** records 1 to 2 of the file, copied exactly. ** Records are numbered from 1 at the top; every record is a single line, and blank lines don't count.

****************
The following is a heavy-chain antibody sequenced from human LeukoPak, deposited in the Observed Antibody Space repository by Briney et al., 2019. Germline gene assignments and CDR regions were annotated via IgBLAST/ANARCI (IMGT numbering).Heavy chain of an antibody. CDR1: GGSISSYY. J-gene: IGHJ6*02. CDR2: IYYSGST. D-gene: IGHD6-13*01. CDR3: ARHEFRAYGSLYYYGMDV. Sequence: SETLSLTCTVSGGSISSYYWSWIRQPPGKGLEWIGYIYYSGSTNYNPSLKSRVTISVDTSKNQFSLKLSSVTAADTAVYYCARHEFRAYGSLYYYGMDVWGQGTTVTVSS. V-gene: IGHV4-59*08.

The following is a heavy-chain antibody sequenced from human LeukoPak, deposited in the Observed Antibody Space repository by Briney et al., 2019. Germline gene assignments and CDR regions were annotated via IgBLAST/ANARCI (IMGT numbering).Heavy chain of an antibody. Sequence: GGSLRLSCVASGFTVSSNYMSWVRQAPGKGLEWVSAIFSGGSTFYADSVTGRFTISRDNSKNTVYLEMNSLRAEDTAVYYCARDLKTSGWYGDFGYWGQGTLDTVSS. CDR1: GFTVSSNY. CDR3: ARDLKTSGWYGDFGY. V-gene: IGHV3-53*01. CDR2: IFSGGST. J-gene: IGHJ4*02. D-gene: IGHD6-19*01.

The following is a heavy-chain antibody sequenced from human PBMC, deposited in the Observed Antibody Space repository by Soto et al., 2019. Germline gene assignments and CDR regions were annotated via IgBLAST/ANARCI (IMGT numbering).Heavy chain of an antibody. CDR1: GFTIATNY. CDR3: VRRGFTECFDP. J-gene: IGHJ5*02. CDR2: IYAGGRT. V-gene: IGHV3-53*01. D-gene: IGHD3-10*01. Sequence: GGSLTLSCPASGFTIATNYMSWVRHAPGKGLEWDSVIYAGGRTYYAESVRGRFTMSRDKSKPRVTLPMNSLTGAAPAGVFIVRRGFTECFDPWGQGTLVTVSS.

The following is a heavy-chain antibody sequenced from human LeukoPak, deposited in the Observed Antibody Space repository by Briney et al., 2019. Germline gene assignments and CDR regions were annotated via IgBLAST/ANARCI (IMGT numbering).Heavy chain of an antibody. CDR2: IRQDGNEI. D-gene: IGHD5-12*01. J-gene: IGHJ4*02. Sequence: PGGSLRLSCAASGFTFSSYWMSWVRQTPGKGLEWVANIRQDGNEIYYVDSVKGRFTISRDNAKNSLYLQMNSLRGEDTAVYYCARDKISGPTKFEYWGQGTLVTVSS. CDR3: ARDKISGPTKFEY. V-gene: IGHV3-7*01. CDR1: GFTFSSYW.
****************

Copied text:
The following is a heavy-chain antibody sequenced from human LeukoPak, deposited in the Observed Antibody Space repository by Briney et al., 2019. Germline gene assignments and CDR regions were annotated via IgBLAST/ANARCI (IMGT numbering).Heavy chain of an antibody. CDR1: GGSISSYY. J-gene: IGHJ6*02. CDR2: IYYSGST. D-gene: IGHD6-13*01. CDR3: ARHEFRAYGSLYYYGMDV. Sequence: SETLSLTCTVSGGSISSYYWSWIRQPPGKGLEWIGYIYYSGSTNYNPSLKSRVTISVDTSKNQFSLKLSSVTAADTAVYYCARHEFRAYGSLYYYGMDVWGQGTTVTVSS. V-gene: IGHV4-59*08.

The following is a heavy-chain antibody sequenced from human LeukoPak, deposited in the Observed Antibody Space repository by Briney et al., 2019. Germline gene assignments and CDR regions were annotated via IgBLAST/ANARCI (IMGT numbering).Heavy chain of an antibody. Sequence: GGSLRLSCVASGFTVSSNYMSWVRQAPGKGLEWVSAIFSGGSTFYADSVTGRFTISRDNSKNTVYLEMNSLRAEDTAVYYCARDLKTSGWYGDFGYWGQGTLDTVSS. CDR1: GFTVSSNY. CDR3: ARDLKTSGWYGDFGY. V-gene: IGHV3-53*01. CDR2: IFSGGST. J-gene: IGHJ4*02. D-gene: IGHD6-19*01.